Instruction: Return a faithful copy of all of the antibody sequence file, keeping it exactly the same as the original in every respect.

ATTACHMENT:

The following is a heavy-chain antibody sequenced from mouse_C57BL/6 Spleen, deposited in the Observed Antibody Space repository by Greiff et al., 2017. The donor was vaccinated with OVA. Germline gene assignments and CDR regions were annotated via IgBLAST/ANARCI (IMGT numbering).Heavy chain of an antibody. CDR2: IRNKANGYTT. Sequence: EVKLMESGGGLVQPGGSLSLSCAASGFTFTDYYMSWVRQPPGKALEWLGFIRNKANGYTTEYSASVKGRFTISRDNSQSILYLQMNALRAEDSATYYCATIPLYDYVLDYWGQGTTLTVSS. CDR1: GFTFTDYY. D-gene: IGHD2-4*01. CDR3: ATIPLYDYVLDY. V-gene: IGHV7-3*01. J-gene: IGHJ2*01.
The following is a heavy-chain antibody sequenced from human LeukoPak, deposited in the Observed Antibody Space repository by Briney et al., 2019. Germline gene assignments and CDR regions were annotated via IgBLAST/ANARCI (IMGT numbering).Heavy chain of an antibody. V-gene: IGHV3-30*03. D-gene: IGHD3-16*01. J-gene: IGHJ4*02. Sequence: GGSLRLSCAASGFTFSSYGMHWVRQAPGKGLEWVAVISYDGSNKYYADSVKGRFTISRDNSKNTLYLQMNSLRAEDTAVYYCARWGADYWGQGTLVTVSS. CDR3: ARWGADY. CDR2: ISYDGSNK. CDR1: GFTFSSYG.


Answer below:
The following is a heavy-chain antibody sequenced from mouse_C57BL/6 Spleen, deposited in the Observed Antibody Space repository by Greiff et al., 2017. The donor was vaccinated with OVA. Germline gene assignments and CDR regions were annotated via IgBLAST/ANARCI (IMGT numbering).Heavy chain of an antibody. CDR2: IRNKANGYTT. Sequence: EVKLMESGGGLVQPGGSLSLSCAASGFTFTDYYMSWVRQPPGKALEWLGFIRNKANGYTTEYSASVKGRFTISRDNSQSILYLQMNALRAEDSATYYCATIPLYDYVLDYWGQGTTLTVSS. CDR1: GFTFTDYY. D-gene: IGHD2-4*01. CDR3: ATIPLYDYVLDY. V-gene: IGHV7-3*01. J-gene: IGHJ2*01.
The following is a heavy-chain antibody sequenced from human LeukoPak, deposited in the Observed Antibody Space repository by Briney et al., 2019. Germline gene assignments and CDR regions were annotated via IgBLAST/ANARCI (IMGT numbering).Heavy chain of an antibody. V-gene: IGHV3-30*03. D-gene: IGHD3-16*01. J-gene: IGHJ4*02. Sequence: GGSLRLSCAASGFTFSSYGMHWVRQAPGKGLEWVAVISYDGSNKYYADSVKGRFTISRDNSKNTLYLQMNSLRAEDTAVYYCARWGADYWGQGTLVTVSS. CDR3: ARWGADY. CDR2: ISYDGSNK. CDR1: GFTFSSYG.